In January 2012, a special purpose grand jury started looking into bid-rigging and contract fraud in the county’s Department of Watershed Management but ultimately expanded the investigation to look into allegations that Ellis illegally pressured county vendors into giving him political donations. The wiretaps ceased just before the special grand jury finished its report Jan. 18. The report was then sealed. That report was released last month, roughly about the time the letters hit the mail.
DA spokesman Burton said that timing was coincidental. “One thing didn’t have anything to do with the other,” he said. Asked about the complaints that the attorney-client privilege may have been violated, he said, “They can hash that out in a court injunction.”
Gillen has said that the DA “improperly lured” Ellis into testifying before the special grand jury not knowing that he had been secretly recorded. Defense attorneys also say James’ office improperly used the special purpose grand jury to find evidence that was used in the criminal investigation.
Kirschenbaum said Clay Nix, a detective for the DA, was chief investigator for both investigations. Some of the findings in the special and criminal grand juries overlap. For instance, the special grand jury report refers to a contract with a firm called NPI, saying “recordings indicate that CEO Ellis gave the directive to ‘just dry them up’ meaning to not issue any additional work to NPI under its contract.”
The criminal indictment said that around Oct. 1, Ellis told a county purchasing agent to cut off NPI from further work because the firm would not give donations.
The special purpose grand jury report referred several times to Ellis being recorded, without referencing whether those were wiretaps where neither party speaking knew they were recorded or if those were cases where a vendor was secretly recording Ellis or was wearing a wire. It appears there may have been recordings made before the December and January wiretaps.
While there is no official estimate of the number of calls intercepted, Kirschenbaum said he expects it will be huge.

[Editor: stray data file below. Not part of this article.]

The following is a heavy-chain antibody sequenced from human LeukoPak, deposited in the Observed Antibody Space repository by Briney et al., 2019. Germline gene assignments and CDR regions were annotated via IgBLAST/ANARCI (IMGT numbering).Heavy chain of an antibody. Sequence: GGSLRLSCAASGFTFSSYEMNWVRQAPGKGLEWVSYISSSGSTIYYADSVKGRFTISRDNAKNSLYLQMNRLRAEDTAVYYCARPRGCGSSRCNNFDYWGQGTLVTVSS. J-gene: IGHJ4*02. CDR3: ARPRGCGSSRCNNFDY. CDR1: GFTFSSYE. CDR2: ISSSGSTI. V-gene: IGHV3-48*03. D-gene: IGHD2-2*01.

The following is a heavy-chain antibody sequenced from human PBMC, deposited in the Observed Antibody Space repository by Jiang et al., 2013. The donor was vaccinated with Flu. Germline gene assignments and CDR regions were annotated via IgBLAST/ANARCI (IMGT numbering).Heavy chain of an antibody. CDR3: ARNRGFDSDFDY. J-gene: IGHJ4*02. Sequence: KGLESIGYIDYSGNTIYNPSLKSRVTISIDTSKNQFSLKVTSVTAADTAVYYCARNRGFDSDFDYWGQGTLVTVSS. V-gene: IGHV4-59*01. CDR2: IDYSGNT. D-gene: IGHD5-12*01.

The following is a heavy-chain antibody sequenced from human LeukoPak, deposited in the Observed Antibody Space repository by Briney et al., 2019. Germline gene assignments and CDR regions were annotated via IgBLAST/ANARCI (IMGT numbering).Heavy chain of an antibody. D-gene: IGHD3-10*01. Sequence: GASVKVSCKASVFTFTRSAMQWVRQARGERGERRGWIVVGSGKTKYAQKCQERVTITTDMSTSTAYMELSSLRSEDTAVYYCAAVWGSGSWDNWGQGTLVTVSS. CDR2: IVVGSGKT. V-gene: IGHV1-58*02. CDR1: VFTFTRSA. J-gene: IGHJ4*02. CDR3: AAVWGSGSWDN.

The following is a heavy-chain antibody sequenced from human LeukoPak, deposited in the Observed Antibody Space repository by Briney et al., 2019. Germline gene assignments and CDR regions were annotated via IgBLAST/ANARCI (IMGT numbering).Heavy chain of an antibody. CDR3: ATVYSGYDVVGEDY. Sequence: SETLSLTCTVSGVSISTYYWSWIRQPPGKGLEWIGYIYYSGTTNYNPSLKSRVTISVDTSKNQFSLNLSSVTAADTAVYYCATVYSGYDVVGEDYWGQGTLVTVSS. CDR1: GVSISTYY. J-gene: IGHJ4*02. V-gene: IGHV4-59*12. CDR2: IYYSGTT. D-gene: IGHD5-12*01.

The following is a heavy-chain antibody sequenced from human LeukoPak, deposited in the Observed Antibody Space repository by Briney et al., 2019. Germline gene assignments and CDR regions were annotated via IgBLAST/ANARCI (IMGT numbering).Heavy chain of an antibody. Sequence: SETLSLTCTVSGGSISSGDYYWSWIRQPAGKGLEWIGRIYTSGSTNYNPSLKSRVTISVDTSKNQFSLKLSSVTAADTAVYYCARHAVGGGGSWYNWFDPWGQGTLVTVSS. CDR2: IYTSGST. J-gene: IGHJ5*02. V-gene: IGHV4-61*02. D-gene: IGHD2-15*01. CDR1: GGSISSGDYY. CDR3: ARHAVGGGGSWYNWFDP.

“Think of 30 days of conversations,” he said, “then you can imagine all the conversations you have when running a county.”
He said word of the secret recordings has caused widespread consternation.
“Anyone who learns he’s been tapped will have an unsettled feeling,” Kirschenbaum said. “Think of 30 days of conversations you’ve had. You go back and think of all those conversations. What if you called and were saying something disparaging about a third person or were talking politics.”
Angelo Fuster, a political consultant who has known Ross for decades, is wondering exactly how his intercepted conversation went.
Fuster said he called Ross after his office was searched. “I said, ‘Kevin, I’m sorry for this (expletive).’ “
Support real journalism. Support local journalism. Subscribe to The Atlanta Journal-Constitution today. See offers.
Your subscription to the Atlanta Journal-Constitution funds in-depth reporting and investigations that keep you informed. Thank you for supporting real journalism.
Download the new AJC app. More local news, more breaking news and in-depth journalism. AJC.com. Atlanta. News. Now.
Download the new AJC app. More local news, more breaking news and in-depth journalism.
With the largest team in the state, the AJC reports what’s really going on with your tax dollars and your elected officials. Subscribe today. Visit the AJC's Georgia Navigator for the latest in Georgia politics.
Your subscription to The Atlanta Journal-Constitution funds in-depth reporting and investigations that keep you informed. Thank you for supporting real journalism. Visit the AJC's Georgia Navigator for the latest in Georgia politics.